By Kim Hughes
Ever watch a film closely and still have no idea what it’s trying to say? That’s the disconcerting vibe from Miss Bala, director Catherine Hardwicke’s remake of the 2011 Mexican thriller about a beautiful young woman blackmailed into helping a vicious gang move stuff across the U.S./Mexico border.
Setting aside its unfortunate timing at precisely the moment American/Mexican political relations are at a terrible low, the film also trades in troubling stereotypes. You could be forgiven for expecting the members of latter-day Genesis to show up in ponchos and glued-on moustaches wailing disconcertingly about how it’s no fun being an illegal alien.
The premise is interesting enough, though. Gloria (Gina Rodriguez, good and very watchable), a makeup artist from L.A., visits her friend Suzu in Tijuana. Unfortunately, the pair visit a nightclub on the very evening a guerrilla gang decides to do its worst. Suzu and Gloria are both snatched, with Gloria quickly put to work on threat of Suzu’s potential murder. Of course, Suzu has an adorable and precocious son of the sort that only ever shows up in the movies but the fact underscores Gloria’s predicament.
Her first task is positioning a car rigged with explosives, while, of course, donning evening wear and high heels, as one does in a kidnap situation on a terrorist mission. Wardrobe choices continue to distract from the main action, undermining the film’s presumed female empowerment arc. Again, what is being said here? Chicks can be hot and cunning-slash-deadly? Thanks 1975!
What follows is Gloria’s navigation of the gang and, surreptitiously, the DEA who badly want gang leader Lino (an eerily beautiful Ismael Cruz Córdova) and his rogue lot. It’s no spoiler to reveal that everyone involved on both sides of the law is essentially bad although Miss Bala does turn the tables long enough to explore shades of grey in this nefarious underworld.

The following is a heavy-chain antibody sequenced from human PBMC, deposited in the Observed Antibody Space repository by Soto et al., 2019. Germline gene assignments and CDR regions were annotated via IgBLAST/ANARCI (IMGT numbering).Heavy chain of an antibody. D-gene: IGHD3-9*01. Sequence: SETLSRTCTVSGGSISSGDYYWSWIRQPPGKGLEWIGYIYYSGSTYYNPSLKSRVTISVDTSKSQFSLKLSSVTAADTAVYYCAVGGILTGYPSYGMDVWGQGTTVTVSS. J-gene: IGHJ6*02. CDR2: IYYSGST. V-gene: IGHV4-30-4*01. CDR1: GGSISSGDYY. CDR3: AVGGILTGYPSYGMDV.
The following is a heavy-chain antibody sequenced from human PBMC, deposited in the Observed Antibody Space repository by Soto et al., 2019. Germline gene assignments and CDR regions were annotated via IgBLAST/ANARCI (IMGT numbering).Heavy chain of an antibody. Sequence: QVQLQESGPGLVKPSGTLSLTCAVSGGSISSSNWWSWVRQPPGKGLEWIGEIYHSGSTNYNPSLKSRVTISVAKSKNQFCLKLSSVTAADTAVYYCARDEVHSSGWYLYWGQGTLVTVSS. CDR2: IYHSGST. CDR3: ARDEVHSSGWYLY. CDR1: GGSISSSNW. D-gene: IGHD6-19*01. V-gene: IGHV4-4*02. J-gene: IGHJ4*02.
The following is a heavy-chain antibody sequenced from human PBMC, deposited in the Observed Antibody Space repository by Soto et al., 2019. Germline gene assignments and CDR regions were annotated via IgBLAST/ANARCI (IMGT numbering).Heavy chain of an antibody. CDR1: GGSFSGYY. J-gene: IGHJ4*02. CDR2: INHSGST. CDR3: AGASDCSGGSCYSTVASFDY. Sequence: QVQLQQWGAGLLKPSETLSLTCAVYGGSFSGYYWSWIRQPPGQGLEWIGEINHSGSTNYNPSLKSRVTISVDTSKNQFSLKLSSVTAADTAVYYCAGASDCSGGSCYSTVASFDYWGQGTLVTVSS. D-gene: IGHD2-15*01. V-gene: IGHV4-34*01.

But what are we to make of Gloria’s relationship with Lino, which plays like an uneasy cross between Stockholm Syndrome and La Femme Nikita. Is Gloria a heroine or a dupe? Is the rigged beauty pageant Gloria enters and wins a wry comment on the antiquated nature of such pageants or just a concession to the original film and an easy plot device used to hasten us towards the central evil? Watching Miss Bala, it’s impossible to know.
There are white-knuckle moments, notably Gloria’s crossing of the border with a heap of stuff that would raise troubling questions were she stopped and searched. Rodriguez puts us right there in the car beside her and it’s thrilling. But the outcome arrives a bit too pat, our heroine conveniently switching from cowed hostage to arms-wielding ass-kicker with dubious ease.
There is absolutely room for female action stars in the contemporary film canon. But right now, they look more like Atomic Blondes than makeup artists from Los Angeles.
Miss Bala. Directed by Catherine Hardwicke. Starring Gina Rodriguez, Ismael Cruz Córdova, and Anthony Mackie. Opens wide February 1.